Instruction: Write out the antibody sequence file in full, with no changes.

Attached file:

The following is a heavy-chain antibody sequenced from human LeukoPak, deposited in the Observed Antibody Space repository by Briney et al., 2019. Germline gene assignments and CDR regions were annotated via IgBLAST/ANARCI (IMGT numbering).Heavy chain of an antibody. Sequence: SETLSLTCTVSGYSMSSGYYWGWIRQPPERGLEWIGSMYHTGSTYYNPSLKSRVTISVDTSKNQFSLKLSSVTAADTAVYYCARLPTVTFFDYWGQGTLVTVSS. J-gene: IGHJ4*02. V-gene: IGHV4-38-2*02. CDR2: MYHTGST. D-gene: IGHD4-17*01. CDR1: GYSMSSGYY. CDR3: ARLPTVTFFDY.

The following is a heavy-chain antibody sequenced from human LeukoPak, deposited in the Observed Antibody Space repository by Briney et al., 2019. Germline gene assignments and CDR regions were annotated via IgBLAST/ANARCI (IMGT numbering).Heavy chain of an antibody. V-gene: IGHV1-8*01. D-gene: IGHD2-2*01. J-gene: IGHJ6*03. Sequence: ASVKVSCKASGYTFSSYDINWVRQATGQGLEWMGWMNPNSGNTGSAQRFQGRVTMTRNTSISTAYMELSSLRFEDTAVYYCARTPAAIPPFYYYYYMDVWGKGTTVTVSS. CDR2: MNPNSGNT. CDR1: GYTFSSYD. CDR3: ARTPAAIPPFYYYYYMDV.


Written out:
The following is a heavy-chain antibody sequenced from human LeukoPak, deposited in the Observed Antibody Space repository by Briney et al., 2019. Germline gene assignments and CDR regions were annotated via IgBLAST/ANARCI (IMGT numbering).Heavy chain of an antibody. Sequence: SETLSLTCTVSGYSMSSGYYWGWIRQPPERGLEWIGSMYHTGSTYYNPSLKSRVTISVDTSKNQFSLKLSSVTAADTAVYYCARLPTVTFFDYWGQGTLVTVSS. J-gene: IGHJ4*02. V-gene: IGHV4-38-2*02. CDR2: MYHTGST. D-gene: IGHD4-17*01. CDR1: GYSMSSGYY. CDR3: ARLPTVTFFDY.

The following is a heavy-chain antibody sequenced from human LeukoPak, deposited in the Observed Antibody Space repository by Briney et al., 2019. Germline gene assignments and CDR regions were annotated via IgBLAST/ANARCI (IMGT numbering).Heavy chain of an antibody. V-gene: IGHV1-8*01. D-gene: IGHD2-2*01. J-gene: IGHJ6*03. Sequence: ASVKVSCKASGYTFSSYDINWVRQATGQGLEWMGWMNPNSGNTGSAQRFQGRVTMTRNTSISTAYMELSSLRFEDTAVYYCARTPAAIPPFYYYYYMDVWGKGTTVTVSS. CDR2: MNPNSGNT. CDR1: GYTFSSYD. CDR3: ARTPAAIPPFYYYYYMDV.